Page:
3.1. The defendant was misidentified
Many robbers wear masks and gloves. And robberies often occur quickly. Therefore, victims may be unable to accurately describe the culprit. Or pick the culprit out of a lineup. And even if there is surveillance video, it may be too grainy to make a positive ID.
Prosecutors have the burden to prove defendants guilty beyond a reasonable doubt. If defense attorneys can raise this doubt by arguing misidentification, the charge should be dismissed.
3.2. The defendant used no force or fear of injury
A key element of NRS 200.380 charges is that the defendant uses force or fear to steal. Simply pick-pocketing without the victim’s knowledge is a less serious offense.
Example: Helen’s phone goes missing from her purse. She uses the “find my phone” feature and traces it to Floyd Lamb Park. There, she sees the waiter who served her earlier playing on Helen’s stolen phone. Helen calls the police and tells them the waiter robbed her.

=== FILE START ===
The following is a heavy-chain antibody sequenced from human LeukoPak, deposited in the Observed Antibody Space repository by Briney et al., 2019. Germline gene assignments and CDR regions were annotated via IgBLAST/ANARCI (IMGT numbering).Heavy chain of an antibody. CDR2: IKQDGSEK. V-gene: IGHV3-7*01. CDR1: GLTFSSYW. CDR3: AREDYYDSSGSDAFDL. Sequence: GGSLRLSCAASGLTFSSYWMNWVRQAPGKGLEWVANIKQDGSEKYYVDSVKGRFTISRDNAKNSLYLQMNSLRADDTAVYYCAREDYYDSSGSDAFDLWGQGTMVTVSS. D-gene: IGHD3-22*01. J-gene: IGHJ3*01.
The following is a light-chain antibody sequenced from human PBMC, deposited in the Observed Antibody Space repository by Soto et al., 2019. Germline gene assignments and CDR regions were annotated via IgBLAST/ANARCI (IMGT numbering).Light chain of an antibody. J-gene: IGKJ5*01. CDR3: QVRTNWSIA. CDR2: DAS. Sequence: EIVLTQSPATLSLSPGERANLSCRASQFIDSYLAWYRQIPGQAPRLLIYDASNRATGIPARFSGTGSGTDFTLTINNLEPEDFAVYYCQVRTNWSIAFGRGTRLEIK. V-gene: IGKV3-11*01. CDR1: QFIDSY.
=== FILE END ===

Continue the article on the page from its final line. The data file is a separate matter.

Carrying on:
The police arrest the waiter for robbery. But the waiter explains he snatched the phone when Helen was not looking. Video from the restaurant confirms this. So the D.A. reduces the charge to larceny from a person (NRS 205.270). This carries lesser penalties than robbery.
Many people use the words “rob” and “steal” interchangeably. But robbery is more serious because it involves threats or violence.
3.3. The defendant did not take -- or try to take -- anything
Another key element of NRS 200.380 charges is that the defendant steals -- or attempts to steal. Simply scaring someone is not robbery if there was no taking.
Example: One night Max accosts a woman in downtown Las Vegas and holds up his fist at her. The woman immediately holds out her purse and tells him to take anything he wants. Max then walks away without taking anything.